a CORNET research project
The threat to en-route aircraft from airborne volcanic ash is widely recognized, with more than 100 encounters occurring since 1973. Solid aerosols suspended in air can enter aircraft engines leading to fatal damages. In particular, volcanic ash represents a high danger. Glassy volcanic ash softens at temperatures that are considerably lower than typical aeroengine operating temperatures exceeding 1,400 °C. The resulting sticky droplets hit and deposit on components inside the turbines.
Turbine blades are protected against heat by porous thermal barrier coatings (TBCs) made of yttrium stabilized zirconia dioxide (YSZ), which lowers the heat input into the component. Molten volcanic ash deposits damage these coatings at high temperatures by infiltration into the porous structure and chemical reaction minimizing the coating’s stability against thermal cycling and resulting in premature failing of the component.
Alternative systems using rare earth zirconates like gadolinium zirconate (GZO) base on a fast chemical reaction of the coating surface with the volcanic ash, building up a barrier layer that stops further penetration of the molten deposits. Generally, these investigations are lead with synthetic, less complex compositions of calcium, magnesium, aluminum, and silica (CMAS).
The project VAsCo focused on the damaging mechanism of TBCs by ashes from real volcanoes with specific chemical composition and physical and thermal properties and the development of resistant TBCs. Therefore, classic YSZ as reference and innovative GZO was deposited via electron-beam physical vapor deposition (EB-PVD) and thermal spray – two coating technologies that are estimated to significantly grow in the next few years.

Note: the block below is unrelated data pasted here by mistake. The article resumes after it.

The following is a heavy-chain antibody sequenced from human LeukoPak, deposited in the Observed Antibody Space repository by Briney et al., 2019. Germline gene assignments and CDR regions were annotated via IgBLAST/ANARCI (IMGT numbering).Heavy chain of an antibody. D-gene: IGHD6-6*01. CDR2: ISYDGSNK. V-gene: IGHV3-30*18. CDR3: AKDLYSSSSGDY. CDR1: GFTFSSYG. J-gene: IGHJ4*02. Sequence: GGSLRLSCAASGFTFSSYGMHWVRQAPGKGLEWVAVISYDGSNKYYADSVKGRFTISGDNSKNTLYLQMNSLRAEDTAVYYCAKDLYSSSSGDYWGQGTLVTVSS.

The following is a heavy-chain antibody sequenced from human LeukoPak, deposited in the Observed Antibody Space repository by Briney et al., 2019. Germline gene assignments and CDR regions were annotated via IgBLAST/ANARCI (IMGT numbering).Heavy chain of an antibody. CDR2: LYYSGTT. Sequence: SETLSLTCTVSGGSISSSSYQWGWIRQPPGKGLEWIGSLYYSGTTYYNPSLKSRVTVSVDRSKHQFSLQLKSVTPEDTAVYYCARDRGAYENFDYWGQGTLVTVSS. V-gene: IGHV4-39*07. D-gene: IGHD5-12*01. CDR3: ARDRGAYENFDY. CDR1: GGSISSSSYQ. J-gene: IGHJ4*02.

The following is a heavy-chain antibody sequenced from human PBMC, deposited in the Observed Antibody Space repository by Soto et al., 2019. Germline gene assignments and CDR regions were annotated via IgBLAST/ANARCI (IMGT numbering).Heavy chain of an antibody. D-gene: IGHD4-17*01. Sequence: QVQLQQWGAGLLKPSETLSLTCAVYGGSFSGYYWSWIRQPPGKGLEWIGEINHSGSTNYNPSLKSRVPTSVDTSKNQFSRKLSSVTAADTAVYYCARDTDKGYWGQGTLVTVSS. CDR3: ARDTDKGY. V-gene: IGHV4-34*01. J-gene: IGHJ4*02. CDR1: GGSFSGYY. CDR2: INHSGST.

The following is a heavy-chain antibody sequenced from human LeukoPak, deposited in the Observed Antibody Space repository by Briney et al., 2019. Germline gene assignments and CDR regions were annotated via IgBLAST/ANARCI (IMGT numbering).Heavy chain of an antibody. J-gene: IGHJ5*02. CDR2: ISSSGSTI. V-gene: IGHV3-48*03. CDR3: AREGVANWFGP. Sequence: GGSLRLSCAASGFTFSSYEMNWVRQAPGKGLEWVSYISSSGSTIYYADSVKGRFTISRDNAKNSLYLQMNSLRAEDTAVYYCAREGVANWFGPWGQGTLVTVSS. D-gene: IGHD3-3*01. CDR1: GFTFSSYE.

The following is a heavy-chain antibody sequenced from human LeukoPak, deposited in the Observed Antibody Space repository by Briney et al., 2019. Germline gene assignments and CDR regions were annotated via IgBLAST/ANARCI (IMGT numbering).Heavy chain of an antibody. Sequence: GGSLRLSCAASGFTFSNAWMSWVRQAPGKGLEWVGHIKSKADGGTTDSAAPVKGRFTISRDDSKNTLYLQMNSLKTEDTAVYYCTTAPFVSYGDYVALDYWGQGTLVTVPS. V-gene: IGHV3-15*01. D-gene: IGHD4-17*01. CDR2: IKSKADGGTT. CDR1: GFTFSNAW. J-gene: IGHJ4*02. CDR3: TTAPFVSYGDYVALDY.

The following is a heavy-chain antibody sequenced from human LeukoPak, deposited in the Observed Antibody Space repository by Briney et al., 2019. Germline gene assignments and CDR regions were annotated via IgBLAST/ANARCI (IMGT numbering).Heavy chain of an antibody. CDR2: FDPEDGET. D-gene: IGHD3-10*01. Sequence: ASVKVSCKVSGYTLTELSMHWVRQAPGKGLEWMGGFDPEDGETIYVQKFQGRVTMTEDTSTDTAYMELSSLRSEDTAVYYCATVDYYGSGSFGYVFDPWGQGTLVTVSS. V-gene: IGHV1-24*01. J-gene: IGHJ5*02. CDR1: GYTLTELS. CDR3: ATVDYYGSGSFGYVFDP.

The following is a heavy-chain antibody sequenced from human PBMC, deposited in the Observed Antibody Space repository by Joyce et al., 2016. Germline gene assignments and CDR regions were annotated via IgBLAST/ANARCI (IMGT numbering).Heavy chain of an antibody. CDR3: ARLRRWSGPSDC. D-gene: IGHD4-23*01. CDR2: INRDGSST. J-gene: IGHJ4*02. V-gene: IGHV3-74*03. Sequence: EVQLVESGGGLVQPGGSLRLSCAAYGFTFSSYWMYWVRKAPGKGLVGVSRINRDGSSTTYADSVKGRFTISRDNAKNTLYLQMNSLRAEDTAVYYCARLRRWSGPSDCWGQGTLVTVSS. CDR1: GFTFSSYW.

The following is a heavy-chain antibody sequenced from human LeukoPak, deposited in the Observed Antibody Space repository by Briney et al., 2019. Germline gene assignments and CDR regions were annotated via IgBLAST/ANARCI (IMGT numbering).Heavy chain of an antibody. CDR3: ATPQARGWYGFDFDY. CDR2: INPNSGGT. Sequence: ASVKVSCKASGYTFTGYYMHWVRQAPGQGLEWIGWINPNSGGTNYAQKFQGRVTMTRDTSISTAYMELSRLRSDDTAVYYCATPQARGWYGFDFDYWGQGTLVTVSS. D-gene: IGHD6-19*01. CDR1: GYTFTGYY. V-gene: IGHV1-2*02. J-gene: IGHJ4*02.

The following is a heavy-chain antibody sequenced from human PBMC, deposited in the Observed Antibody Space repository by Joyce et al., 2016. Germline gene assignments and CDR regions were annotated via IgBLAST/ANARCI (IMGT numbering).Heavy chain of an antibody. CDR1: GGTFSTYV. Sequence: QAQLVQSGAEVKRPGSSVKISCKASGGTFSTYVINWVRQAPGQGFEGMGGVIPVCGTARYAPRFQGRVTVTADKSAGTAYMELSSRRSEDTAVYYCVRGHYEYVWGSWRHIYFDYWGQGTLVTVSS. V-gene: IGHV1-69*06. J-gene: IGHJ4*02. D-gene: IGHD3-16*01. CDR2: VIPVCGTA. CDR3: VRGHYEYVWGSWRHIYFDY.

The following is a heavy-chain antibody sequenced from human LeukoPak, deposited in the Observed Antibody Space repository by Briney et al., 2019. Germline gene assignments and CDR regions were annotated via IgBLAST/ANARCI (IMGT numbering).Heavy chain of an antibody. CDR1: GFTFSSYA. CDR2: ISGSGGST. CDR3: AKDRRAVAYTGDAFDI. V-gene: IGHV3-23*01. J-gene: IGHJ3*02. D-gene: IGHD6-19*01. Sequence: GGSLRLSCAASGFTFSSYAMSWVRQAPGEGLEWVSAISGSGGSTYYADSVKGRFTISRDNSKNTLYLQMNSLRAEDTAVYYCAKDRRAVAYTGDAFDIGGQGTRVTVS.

Since most of the companies engaged in the aeronautic sector are SMEs as subcontractors of major players, the results of this project specifically address their needs and offer them the enlargement of their competence and maintaining their competitiveness on the market. The consortium conducted ash deposition experiments on the developed TBCs and analyzed the damages. Findings were used for the optimization of the coatings. In addition to that, a feasibility study was lead in order to create a model synthetic volcanic ash for standard tests in aviation industry.
This work was funded by the public service of Poland and by the German Ministry for Economics and Energy based on a decision of the German Bundestag via the AiF-IGF Program, as part of a transnational CORNET project (IGF no. 189 EN). The support of all industrial project partners is gratefully acknowledged.